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atreyu42
04-29-08, 09:20 PM
http://econ161.berkeley.edu/Politics/whynotthegoldstandard.html



Countries that were not on the gold standard in 1929--or that quickly abandoned the gold standard--by and large escaped the Great Depression
Countries that abandoned the gold standard in 1930 and 1931 suffered from the Great Depression, but escaped its worst ravages.
Countries that held to the gold standard through 1933 (like the United States) or 1936 (like France) suffered the worst from the Great DepressionAny gold bugs around? :)

metalman
04-29-08, 09:45 PM
http://econ161.berkeley.edu/Politics/whynotthegoldstandard.html

Any gold bugs around? :)

don't bother me with your facts, man! can't you see these berkeley lefties are a pack of raving commies! of course they hate gold! you don't see right wing wing nuts like gary north quoting facts like these, do you? hell no! he avoids them like a kid steps over cracks in the sidewalk. bad luck. don't want to upset the fine tuned intellectual apparatus with these data!

gold is money! depressions are good for ya! now where's my glock. i gotta go to the convenience store for a pack of cigs.

atreyu42
04-29-08, 10:41 PM
I think the answer is free banking (http://mars.superlink.net/%7Eneptune/BankFAQ.html):



Wouldn't 100% gold standard banking be better than free banking?



Fractional gold reserve banking arose spontaneously. 100% gold reserve banking has not. It's basically a theoretical construct. This should at least make one suspicious, but by no means dismissive. A 100% gold standard or any other full reserve standard is when the bank is not allowed to create more exchange media (e.g., paper money) than it can back by reserves at every moment.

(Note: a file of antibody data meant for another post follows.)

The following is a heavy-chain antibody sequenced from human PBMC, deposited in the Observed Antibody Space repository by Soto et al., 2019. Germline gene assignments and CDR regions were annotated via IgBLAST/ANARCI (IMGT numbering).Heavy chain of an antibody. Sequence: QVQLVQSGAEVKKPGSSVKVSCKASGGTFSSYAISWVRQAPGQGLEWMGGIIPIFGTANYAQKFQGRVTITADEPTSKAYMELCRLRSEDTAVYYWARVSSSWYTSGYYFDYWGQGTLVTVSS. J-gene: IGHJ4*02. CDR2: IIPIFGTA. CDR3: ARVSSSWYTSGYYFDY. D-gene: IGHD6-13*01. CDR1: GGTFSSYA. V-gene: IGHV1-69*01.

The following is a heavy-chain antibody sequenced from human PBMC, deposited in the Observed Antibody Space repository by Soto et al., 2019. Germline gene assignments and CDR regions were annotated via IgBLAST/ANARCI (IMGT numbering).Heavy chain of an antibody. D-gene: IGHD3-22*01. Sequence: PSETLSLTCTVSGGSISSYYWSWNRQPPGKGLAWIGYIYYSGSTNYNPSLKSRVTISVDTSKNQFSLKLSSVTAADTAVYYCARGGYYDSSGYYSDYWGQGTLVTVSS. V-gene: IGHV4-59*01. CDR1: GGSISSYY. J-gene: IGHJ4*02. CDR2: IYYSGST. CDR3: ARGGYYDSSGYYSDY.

This might seem like a good thing, but, in essence, it's deflationary. Why? It would keep money below the amount people actually wanted to use. Since the purpose of money is mostly for exchange on the market, anything that attacks this role is generally bad for money and the economy.

metalman
04-29-08, 11:14 PM
I think the answer is free banking (http://mars.superlink.net/%7Eneptune/BankFAQ.html):

nothing wring with fiat money. nothing wrong with fractional reserve banking.

what's wrong is the government lending at a profit without sharing the profit with tax payers.

bart
04-30-08, 01:07 PM
http://econ161.berkeley.edu/Politics/whynotthegoldstandard.html

Any gold bugs around? :)

What we & France & Britain, etc. were on in the 1920's was not a gold standard. Money creation rates were not limited or controlled by the gold on hand in the various countries.

atreyu42
04-30-08, 06:25 PM
What we & France & Britain, etc. were on in the 1920's was not a gold standard. Money creation rates were not limited or controlled by the gold on hand in the various countries.
Bart, would you mind to further explain this? Thanks.

bart
04-30-08, 10:03 PM
Bart, would you mind to further explain this? Thanks.

Happy to take a shot at it...

The basic idea of a gold standard in my opinion is to provide some sort of control over over the top rates of money creation. In other words, provide strong and positive restraint for the central bankers and scum and politicians.

The gold standard that was supposedly in place before 1933 in the US just plain didn't do that - in other words, it wasn't a "real" gold standard... for whatever reason or reasons.
The simplest proof of that (and overly simplistic) is the data from the 1912-1940 period, showing what happened with excess money and credit creation in the 1920s, which led directly to the Depression... and the Fed also blew it badly by not "printing" enough in 1929-32 to bring the money supply back in line with gold.
Overall the chart looks more like a roller coaster than anything.

http://www.nowandfutures.com/download/m1m3_gdp_1912-1940.png


Note that I'm playing fast & loose with many other factors like WW1 and effects from other central banks and the sorry state of understanding of that field we laughingly call economics, but hopefully at least I've answered your basic question.